You say "regret" and I say "relief": a need to break the polemic about abortion

Contraception (Impact Factor: 2.93). 09/2008; 78(2):87-9. DOI: 10.1016/j.contraception.2008.04.116
Source: PubMed
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    ABSTRACT: The notion that abortion causes poor mental health has gained traction, even though it is not supported by research. Few studies have comprehensively investigated women's postabortion emotions. Baseline data from a longitudinal study of women seeking abortion at 30 U.S. facilities between 2008 and 2010 were used to examine emotions among 843 women who received an abortion just prior to the facility's gestational age limit, were denied an abortion because they presented just beyond the gestational limit or obtained a first-trimester abortion. Multivariable analyses were used to compare women's emotions about their pregnancy and about their receipt or denial of abortion after one week, and to identify variables associated with experiencing primarily negative emotions postabortion. Compared with women who obtained a near-limit abortion, those denied the abortion felt more regret and anger (scoring, on average, 0.4-0.5 points higher on a 0-4 scale), and less relief and happiness (scoring 1.4 and 0.3 points lower, respectively). Among women who had obtained the abortion, the greater the extent to which they had planned the pregnancy or had difficulty deciding to seek abortion, the more likely they were to feel primarily negative emotions (odds ratios, 1.2 and 2.5, respectively). Most (95%) women who had obtained the abortion felt it was the right decision, as did 89% of those who expressed regret. Difficulty with the abortion decision and the degree to which the pregnancy had been planned were most important for women's postabortion emotional state. Experiencing negative emotions postabortion is different from believing that abortion was not the right decision.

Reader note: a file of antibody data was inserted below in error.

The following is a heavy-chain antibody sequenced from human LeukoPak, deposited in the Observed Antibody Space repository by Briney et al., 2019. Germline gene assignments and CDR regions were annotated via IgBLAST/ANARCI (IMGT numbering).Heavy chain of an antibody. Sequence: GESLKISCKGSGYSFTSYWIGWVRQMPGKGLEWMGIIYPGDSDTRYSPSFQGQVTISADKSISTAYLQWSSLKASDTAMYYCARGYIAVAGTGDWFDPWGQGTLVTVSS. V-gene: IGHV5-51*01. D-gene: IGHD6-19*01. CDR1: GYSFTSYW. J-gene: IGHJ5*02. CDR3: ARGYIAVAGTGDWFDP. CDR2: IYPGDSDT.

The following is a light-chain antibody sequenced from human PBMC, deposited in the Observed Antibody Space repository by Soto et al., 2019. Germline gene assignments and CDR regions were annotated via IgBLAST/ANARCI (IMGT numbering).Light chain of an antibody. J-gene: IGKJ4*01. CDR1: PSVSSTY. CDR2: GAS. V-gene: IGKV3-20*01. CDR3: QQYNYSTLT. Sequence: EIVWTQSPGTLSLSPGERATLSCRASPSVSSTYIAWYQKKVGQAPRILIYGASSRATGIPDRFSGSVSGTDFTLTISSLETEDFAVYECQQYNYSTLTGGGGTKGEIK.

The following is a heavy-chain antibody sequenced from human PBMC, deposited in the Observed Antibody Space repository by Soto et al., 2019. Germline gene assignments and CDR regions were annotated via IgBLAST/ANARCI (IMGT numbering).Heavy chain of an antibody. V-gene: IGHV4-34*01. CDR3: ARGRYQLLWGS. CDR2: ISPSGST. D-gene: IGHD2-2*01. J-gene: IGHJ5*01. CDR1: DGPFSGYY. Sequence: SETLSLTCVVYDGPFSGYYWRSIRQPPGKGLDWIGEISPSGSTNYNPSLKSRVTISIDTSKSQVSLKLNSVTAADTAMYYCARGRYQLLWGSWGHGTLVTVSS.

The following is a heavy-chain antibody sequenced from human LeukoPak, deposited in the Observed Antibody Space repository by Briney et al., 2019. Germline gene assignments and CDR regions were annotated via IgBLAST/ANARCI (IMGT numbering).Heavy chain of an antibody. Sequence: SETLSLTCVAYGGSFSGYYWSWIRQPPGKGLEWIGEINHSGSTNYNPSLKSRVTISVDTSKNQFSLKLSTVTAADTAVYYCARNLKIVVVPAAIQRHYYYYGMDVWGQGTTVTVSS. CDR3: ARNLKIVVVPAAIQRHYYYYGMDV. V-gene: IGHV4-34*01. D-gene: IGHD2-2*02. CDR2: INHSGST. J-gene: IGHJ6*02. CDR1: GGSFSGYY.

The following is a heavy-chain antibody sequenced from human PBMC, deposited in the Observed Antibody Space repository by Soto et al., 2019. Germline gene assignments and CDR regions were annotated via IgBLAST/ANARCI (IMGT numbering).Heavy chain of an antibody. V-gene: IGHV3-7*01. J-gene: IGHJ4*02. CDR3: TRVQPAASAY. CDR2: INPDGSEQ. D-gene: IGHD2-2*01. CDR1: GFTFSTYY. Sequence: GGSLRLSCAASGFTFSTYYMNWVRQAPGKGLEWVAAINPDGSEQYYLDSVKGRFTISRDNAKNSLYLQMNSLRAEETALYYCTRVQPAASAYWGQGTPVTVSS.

Perspectives on Sexual and Reproductive Health 09/2013; 45(3):122-31. DOI:10.1363/4512213 · 1.41 Impact Factor
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    ABSTRACT: The debate about abortion regret rests on competing assumptions about women’s attachment to pregnancy. Antiabortion claimants argue women always attach to pregnancy (inevitably regretting abortion), while abortion rights supporters counter that women do not attach to pregnancies they choose to terminate (feeling relief instead). Neither assumption explains women’s experience; research shows that attachment is discursively produced. Using interview data from 21 women, this study moves past these political claims to empirically identify three sources of women’s emotional difficulty around abortion: social disapproval, romantic relationship loss, and head versus heart conflict. Findings point to the importance of attention to women’s lived experience and space for complex feelings around abortion.
    Symbolic Interaction 05/2012; 35(2-2):105-122. DOI:10.1002/symb.11 · 0.40 Impact Factor